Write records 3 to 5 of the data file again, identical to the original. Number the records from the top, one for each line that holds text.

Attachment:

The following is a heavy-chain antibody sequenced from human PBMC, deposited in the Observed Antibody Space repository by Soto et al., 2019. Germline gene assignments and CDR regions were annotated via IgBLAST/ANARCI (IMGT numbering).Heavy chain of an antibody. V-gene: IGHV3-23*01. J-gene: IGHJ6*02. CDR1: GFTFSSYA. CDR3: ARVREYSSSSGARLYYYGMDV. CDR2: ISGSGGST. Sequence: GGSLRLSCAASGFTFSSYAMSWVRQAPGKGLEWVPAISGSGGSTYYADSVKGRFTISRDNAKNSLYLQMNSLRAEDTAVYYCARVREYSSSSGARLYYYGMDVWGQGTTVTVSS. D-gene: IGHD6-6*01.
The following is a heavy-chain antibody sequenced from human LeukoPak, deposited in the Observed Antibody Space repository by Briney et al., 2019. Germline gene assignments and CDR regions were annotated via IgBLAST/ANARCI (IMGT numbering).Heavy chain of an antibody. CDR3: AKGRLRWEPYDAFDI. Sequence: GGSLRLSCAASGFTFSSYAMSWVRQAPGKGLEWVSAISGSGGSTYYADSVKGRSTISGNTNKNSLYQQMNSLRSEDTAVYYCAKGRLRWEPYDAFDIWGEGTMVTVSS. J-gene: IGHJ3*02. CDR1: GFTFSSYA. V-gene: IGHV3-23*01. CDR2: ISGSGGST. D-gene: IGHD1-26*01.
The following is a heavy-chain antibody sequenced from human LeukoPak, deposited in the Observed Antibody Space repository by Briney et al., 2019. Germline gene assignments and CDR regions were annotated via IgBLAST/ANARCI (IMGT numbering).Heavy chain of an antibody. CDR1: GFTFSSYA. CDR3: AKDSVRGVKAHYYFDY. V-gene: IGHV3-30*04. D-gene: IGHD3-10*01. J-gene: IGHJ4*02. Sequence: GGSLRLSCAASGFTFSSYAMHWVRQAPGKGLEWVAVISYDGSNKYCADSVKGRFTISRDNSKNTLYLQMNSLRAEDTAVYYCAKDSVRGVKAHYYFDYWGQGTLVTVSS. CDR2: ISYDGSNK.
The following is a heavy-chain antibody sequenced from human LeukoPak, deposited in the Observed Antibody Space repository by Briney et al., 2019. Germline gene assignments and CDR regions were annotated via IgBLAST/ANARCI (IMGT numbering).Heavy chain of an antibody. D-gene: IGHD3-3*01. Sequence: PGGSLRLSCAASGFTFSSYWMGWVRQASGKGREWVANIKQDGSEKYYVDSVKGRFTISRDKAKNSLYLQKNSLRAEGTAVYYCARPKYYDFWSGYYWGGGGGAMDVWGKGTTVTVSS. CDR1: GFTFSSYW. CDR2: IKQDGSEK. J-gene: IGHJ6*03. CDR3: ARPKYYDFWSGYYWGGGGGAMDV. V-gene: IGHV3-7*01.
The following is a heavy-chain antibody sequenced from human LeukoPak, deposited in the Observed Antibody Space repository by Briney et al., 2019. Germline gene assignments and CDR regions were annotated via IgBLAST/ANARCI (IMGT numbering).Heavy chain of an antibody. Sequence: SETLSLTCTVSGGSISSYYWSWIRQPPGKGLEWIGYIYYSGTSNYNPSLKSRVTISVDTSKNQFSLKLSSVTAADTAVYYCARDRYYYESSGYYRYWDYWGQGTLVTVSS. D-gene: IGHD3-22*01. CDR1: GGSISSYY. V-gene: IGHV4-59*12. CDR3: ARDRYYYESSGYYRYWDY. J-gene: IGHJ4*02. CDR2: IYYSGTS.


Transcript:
The following is a heavy-chain antibody sequenced from human LeukoPak, deposited in the Observed Antibody Space repository by Briney et al., 2019. Germline gene assignments and CDR regions were annotated via IgBLAST/ANARCI (IMGT numbering).Heavy chain of an antibody. CDR1: GFTFSSYA. CDR3: AKDSVRGVKAHYYFDY. V-gene: IGHV3-30*04. D-gene: IGHD3-10*01. J-gene: IGHJ4*02. Sequence: GGSLRLSCAASGFTFSSYAMHWVRQAPGKGLEWVAVISYDGSNKYCADSVKGRFTISRDNSKNTLYLQMNSLRAEDTAVYYCAKDSVRGVKAHYYFDYWGQGTLVTVSS. CDR2: ISYDGSNK.
The following is a heavy-chain antibody sequenced from human LeukoPak, deposited in the Observed Antibody Space repository by Briney et al., 2019. Germline gene assignments and CDR regions were annotated via IgBLAST/ANARCI (IMGT numbering).Heavy chain of an antibody. D-gene: IGHD3-3*01. Sequence: PGGSLRLSCAASGFTFSSYWMGWVRQASGKGREWVANIKQDGSEKYYVDSVKGRFTISRDKAKNSLYLQKNSLRAEGTAVYYCARPKYYDFWSGYYWGGGGGAMDVWGKGTTVTVSS. CDR1: GFTFSSYW. CDR2: IKQDGSEK. J-gene: IGHJ6*03. CDR3: ARPKYYDFWSGYYWGGGGGAMDV. V-gene: IGHV3-7*01.
The following is a heavy-chain antibody sequenced from human LeukoPak, deposited in the Observed Antibody Space repository by Briney et al., 2019. Germline gene assignments and CDR regions were annotated via IgBLAST/ANARCI (IMGT numbering).Heavy chain of an antibody. Sequence: SETLSLTCTVSGGSISSYYWSWIRQPPGKGLEWIGYIYYSGTSNYNPSLKSRVTISVDTSKNQFSLKLSSVTAADTAVYYCARDRYYYESSGYYRYWDYWGQGTLVTVSS. D-gene: IGHD3-22*01. CDR1: GGSISSYY. V-gene: IGHV4-59*12. CDR3: ARDRYYYESSGYYRYWDY. J-gene: IGHJ4*02. CDR2: IYYSGTS.